“With psychotherapy, physiotherapy, and medications such as psychotropic drugs and painkillers, neurological and psychiatric symptoms can be well-managed,” Pensel is convinced. He advocates: “The pandemic has been accompanied by an increase in mental illness. Germany needs an even broader range of services.”

Pia Chowdhury in summer dress, smiling

Long COVID sufferer Pia Chowdhury has been campaigning to raise awareness

Focus on patients

It’s an appeal that Pia Chowdhury would sign up for straight away. She is one of the few long COVID patients to have publicly spoken out about her illness early on. There are even fewer who are actively campaigning for those affected via local self-help groups or nationwide initiatives such as Long COVID Deutschland. Chowdhury is currently battling on two fronts: fighting against her own illness and fighting for the interests of other patients via the initiative: “Post COVID — recovered and yet not healthy” in Bonn, which she co-founded.

Chowdhury wants the German health system to finally orient itself toward long COVID patients — and not the other way around. So that she never again feels like she once did at a post COVID outpatient clinic, when she was dismissed by the doctors.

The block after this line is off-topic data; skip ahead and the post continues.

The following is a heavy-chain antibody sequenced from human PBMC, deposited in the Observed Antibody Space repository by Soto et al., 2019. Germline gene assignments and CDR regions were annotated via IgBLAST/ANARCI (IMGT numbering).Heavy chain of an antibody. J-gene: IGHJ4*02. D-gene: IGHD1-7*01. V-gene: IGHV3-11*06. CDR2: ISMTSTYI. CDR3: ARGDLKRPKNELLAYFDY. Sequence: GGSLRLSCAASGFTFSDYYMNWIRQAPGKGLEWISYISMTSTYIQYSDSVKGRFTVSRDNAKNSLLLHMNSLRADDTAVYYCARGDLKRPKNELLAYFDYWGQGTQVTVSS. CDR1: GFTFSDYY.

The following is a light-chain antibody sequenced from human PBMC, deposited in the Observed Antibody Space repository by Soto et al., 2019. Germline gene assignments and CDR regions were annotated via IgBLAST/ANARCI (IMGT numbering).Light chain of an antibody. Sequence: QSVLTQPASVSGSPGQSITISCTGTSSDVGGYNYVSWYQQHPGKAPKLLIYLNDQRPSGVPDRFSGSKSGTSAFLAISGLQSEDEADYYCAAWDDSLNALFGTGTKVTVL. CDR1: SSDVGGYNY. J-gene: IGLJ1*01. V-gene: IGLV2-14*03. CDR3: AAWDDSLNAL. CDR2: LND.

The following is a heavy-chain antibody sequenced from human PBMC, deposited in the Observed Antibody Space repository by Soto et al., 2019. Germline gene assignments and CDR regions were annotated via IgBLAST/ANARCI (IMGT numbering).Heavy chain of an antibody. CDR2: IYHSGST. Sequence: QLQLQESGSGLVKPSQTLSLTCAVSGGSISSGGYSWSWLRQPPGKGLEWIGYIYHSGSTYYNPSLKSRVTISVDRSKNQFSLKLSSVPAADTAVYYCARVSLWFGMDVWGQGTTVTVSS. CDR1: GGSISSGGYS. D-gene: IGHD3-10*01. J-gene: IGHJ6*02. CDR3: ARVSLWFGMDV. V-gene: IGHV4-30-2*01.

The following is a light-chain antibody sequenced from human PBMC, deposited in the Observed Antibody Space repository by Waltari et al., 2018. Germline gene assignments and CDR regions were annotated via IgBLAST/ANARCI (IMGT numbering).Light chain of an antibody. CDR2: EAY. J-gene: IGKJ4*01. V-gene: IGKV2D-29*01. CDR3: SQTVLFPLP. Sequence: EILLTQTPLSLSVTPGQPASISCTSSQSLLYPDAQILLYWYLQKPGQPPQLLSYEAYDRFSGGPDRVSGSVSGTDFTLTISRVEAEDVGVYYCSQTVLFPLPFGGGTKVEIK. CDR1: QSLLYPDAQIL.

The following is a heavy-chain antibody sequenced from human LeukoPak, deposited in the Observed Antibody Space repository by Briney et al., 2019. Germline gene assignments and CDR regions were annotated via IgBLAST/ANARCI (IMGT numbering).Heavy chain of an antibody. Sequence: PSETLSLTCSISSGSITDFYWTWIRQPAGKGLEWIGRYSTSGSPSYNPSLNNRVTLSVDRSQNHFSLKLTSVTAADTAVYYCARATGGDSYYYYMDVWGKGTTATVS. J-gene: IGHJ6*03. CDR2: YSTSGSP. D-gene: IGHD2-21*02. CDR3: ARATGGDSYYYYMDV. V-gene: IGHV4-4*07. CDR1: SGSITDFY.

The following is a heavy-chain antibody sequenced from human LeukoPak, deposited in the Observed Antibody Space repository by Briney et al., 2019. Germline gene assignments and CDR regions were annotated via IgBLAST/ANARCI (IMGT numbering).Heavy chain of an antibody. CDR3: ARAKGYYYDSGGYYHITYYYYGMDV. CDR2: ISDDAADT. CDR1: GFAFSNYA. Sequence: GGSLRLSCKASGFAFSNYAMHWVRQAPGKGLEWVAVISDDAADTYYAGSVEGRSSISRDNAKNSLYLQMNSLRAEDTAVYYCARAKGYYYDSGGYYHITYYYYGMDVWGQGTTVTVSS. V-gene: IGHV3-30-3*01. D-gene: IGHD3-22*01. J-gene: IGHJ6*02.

Long COVID: A reason for occupational disability

“When a long COVID patient, applies for a classification of severely disabled or lodges an application for a disability pension, it always depends on which case worker they happen to get,” said Chowdhury, calling for a more uniform approach.

Germany, it seems, is slowly making progress: For the first time, insurance company Debeka has listed COVID as a reason for a recognized occupational disability, bringing with it the ability to claim a disability pension. “We had the first six cases in 2021, we are paying out for those,” chief executive Thomas Brahm told the dpa German news agency.

But Pia Chowdhury wants more: she also sees herself as a pioneer for those affected by other diseases. “What sets us apart from the other organizations is that we originated from an acute illness and received media attention relatively quickly, whereas others fought for that without success for 10 years,” she said.

Meanwhile, long COVID patients are seeing physiotherapists for treatment. Post COVID outpatient clinics are opening, if only in the cities. The long-term consequences of infection are being investigated in ever more studies. Two and a half years since the pandemic began, a lot has happened for those most affected.

But everything continues to depend on a person’s regular doctor, Pia Chowdhury said: “That is the most important thing: to have a doctor who will take me seriously. Where I am not ridiculed or sent away as someone who is not actually sick. You always need a doctor who believes in long COVID.”   

This article was originally written in German.